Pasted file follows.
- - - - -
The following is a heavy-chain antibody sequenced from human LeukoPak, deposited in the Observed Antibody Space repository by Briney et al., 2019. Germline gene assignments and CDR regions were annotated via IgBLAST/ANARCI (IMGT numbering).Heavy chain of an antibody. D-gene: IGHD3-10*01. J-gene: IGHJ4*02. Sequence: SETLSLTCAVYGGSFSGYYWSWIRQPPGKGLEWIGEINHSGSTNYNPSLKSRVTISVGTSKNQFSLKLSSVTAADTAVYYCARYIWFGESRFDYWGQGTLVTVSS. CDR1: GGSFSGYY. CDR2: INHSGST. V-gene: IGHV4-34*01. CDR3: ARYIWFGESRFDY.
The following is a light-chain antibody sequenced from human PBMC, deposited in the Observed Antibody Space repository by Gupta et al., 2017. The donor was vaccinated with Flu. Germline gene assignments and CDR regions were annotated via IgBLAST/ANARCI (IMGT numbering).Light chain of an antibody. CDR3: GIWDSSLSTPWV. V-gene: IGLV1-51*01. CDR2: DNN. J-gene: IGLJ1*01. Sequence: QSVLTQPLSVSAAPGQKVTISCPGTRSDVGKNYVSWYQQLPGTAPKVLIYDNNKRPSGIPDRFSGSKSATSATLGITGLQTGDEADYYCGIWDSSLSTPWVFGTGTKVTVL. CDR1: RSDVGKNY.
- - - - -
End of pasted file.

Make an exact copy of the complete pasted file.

The following is a heavy-chain antibody sequenced from human LeukoPak, deposited in the Observed Antibody Space repository by Briney et al., 2019. Germline gene assignments and CDR regions were annotated via IgBLAST/ANARCI (IMGT numbering).Heavy chain of an antibody. D-gene: IGHD3-10*01. J-gene: IGHJ4*02. Sequence: SETLSLTCAVYGGSFSGYYWSWIRQPPGKGLEWIGEINHSGSTNYNPSLKSRVTISVGTSKNQFSLKLSSVTAADTAVYYCARYIWFGESRFDYWGQGTLVTVSS. CDR1: GGSFSGYY. CDR2: INHSGST. V-gene: IGHV4-34*01. CDR3: ARYIWFGESRFDY.
The following is a light-chain antibody sequenced from human PBMC, deposited in the Observed Antibody Space repository by Gupta et al., 2017. The donor was vaccinated with Flu. Germline gene assignments and CDR regions were annotated via IgBLAST/ANARCI (IMGT numbering).Light chain of an antibody. CDR3: GIWDSSLSTPWV. V-gene: IGLV1-51*01. CDR2: DNN. J-gene: IGLJ1*01. Sequence: QSVLTQPLSVSAAPGQKVTISCPGTRSDVGKNYVSWYQQLPGTAPKVLIYDNNKRPSGIPDRFSGSKSATSATLGITGLQTGDEADYYCGIWDSSLSTPWVFGTGTKVTVL. CDR1: RSDVGKNY.